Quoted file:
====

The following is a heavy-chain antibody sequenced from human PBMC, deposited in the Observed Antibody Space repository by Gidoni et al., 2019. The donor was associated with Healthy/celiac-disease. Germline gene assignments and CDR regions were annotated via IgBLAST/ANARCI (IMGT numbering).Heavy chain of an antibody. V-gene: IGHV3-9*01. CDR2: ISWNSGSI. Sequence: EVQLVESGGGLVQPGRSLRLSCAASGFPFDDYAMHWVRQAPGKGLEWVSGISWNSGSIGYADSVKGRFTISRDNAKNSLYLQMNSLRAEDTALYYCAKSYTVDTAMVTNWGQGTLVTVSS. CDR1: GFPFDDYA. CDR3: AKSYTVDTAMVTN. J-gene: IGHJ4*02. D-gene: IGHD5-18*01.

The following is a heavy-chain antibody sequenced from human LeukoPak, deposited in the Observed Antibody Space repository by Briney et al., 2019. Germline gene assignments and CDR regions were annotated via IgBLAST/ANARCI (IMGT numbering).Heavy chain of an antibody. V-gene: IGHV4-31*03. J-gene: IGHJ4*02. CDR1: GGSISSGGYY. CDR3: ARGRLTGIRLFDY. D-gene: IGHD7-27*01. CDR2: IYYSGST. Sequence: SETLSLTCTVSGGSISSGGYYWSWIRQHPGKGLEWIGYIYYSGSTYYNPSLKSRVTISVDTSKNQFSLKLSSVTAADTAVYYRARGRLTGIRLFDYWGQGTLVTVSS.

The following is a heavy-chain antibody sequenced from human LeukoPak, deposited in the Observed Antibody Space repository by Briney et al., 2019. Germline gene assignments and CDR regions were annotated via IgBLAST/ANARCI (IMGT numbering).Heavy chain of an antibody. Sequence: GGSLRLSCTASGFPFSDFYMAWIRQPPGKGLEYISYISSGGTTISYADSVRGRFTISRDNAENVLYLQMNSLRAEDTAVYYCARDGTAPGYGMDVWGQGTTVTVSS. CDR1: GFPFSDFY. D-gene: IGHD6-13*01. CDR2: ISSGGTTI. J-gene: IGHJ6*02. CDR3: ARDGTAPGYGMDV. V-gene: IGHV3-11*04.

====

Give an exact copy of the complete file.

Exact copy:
The following is a heavy-chain antibody sequenced from human PBMC, deposited in the Observed Antibody Space repository by Gidoni et al., 2019. The donor was associated with Healthy/celiac-disease. Germline gene assignments and CDR regions were annotated via IgBLAST/ANARCI (IMGT numbering).Heavy chain of an antibody. V-gene: IGHV3-9*01. CDR2: ISWNSGSI. Sequence: EVQLVESGGGLVQPGRSLRLSCAASGFPFDDYAMHWVRQAPGKGLEWVSGISWNSGSIGYADSVKGRFTISRDNAKNSLYLQMNSLRAEDTALYYCAKSYTVDTAMVTNWGQGTLVTVSS. CDR1: GFPFDDYA. CDR3: AKSYTVDTAMVTN. J-gene: IGHJ4*02. D-gene: IGHD5-18*01.

The following is a heavy-chain antibody sequenced from human LeukoPak, deposited in the Observed Antibody Space repository by Briney et al., 2019. Germline gene assignments and CDR regions were annotated via IgBLAST/ANARCI (IMGT numbering).Heavy chain of an antibody. V-gene: IGHV4-31*03. J-gene: IGHJ4*02. CDR1: GGSISSGGYY. CDR3: ARGRLTGIRLFDY. D-gene: IGHD7-27*01. CDR2: IYYSGST. Sequence: SETLSLTCTVSGGSISSGGYYWSWIRQHPGKGLEWIGYIYYSGSTYYNPSLKSRVTISVDTSKNQFSLKLSSVTAADTAVYYRARGRLTGIRLFDYWGQGTLVTVSS.

The following is a heavy-chain antibody sequenced from human LeukoPak, deposited in the Observed Antibody Space repository by Briney et al., 2019. Germline gene assignments and CDR regions were annotated via IgBLAST/ANARCI (IMGT numbering).Heavy chain of an antibody. Sequence: GGSLRLSCTASGFPFSDFYMAWIRQPPGKGLEYISYISSGGTTISYADSVRGRFTISRDNAENVLYLQMNSLRAEDTAVYYCARDGTAPGYGMDVWGQGTTVTVSS. CDR1: GFPFSDFY. D-gene: IGHD6-13*01. CDR2: ISSGGTTI. J-gene: IGHJ6*02. CDR3: ARDGTAPGYGMDV. V-gene: IGHV3-11*04.